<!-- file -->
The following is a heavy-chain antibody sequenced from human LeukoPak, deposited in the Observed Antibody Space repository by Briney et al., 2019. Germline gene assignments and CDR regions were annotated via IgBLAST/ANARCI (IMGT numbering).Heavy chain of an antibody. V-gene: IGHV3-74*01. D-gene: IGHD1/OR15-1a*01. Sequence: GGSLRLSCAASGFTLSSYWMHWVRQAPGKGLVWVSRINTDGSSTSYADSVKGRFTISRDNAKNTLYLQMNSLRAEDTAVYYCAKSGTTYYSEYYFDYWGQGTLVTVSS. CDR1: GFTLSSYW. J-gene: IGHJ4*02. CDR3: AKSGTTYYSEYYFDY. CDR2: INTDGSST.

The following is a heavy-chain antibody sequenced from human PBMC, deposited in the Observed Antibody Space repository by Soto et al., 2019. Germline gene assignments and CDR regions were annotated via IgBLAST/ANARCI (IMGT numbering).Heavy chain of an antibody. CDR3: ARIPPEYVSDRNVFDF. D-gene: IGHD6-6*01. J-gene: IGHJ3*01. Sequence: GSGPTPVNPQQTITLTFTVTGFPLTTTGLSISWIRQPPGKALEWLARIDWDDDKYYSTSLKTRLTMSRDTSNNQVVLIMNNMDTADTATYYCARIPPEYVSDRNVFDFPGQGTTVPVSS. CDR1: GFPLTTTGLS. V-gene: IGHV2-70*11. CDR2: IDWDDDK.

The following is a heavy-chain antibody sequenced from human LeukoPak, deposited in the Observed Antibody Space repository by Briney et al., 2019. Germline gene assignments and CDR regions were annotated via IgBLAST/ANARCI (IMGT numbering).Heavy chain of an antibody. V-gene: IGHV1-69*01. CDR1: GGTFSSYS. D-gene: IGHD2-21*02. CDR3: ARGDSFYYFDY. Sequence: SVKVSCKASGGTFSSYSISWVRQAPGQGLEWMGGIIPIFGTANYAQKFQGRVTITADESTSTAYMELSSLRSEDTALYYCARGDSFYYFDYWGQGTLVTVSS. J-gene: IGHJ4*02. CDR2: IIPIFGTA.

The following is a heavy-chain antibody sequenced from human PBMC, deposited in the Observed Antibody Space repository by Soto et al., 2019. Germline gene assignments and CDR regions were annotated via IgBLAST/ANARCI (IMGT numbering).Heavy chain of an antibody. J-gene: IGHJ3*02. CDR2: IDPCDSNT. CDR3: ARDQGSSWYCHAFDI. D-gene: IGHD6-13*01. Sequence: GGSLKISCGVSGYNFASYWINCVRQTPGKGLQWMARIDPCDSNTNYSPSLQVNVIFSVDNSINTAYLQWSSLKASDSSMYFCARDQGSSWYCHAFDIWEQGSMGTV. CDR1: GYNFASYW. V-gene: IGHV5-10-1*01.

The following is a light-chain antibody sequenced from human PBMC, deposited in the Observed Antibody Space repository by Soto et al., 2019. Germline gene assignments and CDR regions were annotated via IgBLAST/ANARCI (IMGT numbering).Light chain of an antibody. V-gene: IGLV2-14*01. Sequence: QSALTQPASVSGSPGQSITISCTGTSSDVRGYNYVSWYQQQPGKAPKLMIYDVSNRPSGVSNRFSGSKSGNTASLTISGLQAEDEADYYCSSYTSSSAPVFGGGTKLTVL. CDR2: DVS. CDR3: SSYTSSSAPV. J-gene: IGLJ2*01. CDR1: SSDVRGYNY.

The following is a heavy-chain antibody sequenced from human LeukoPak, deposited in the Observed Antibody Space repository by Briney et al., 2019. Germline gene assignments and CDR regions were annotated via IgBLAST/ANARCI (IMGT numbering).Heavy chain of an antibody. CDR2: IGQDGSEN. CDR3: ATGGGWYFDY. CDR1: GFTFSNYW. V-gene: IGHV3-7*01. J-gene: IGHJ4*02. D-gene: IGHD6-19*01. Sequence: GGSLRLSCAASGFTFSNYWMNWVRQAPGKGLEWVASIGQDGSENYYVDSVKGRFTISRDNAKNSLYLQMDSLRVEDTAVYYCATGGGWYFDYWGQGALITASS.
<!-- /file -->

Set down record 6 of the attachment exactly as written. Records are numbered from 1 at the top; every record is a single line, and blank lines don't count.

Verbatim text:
The following is a heavy-chain antibody sequenced from human LeukoPak, deposited in the Observed Antibody Space repository by Briney et al., 2019. Germline gene assignments and CDR regions were annotated via IgBLAST/ANARCI (IMGT numbering).Heavy chain of an antibody. CDR2: IGQDGSEN. CDR3: ATGGGWYFDY. CDR1: GFTFSNYW. V-gene: IGHV3-7*01. J-gene: IGHJ4*02. D-gene: IGHD6-19*01. Sequence: GGSLRLSCAASGFTFSNYWMNWVRQAPGKGLEWVASIGQDGSENYYVDSVKGRFTISRDNAKNSLYLQMDSLRVEDTAVYYCATGGGWYFDYWGQGALITASS.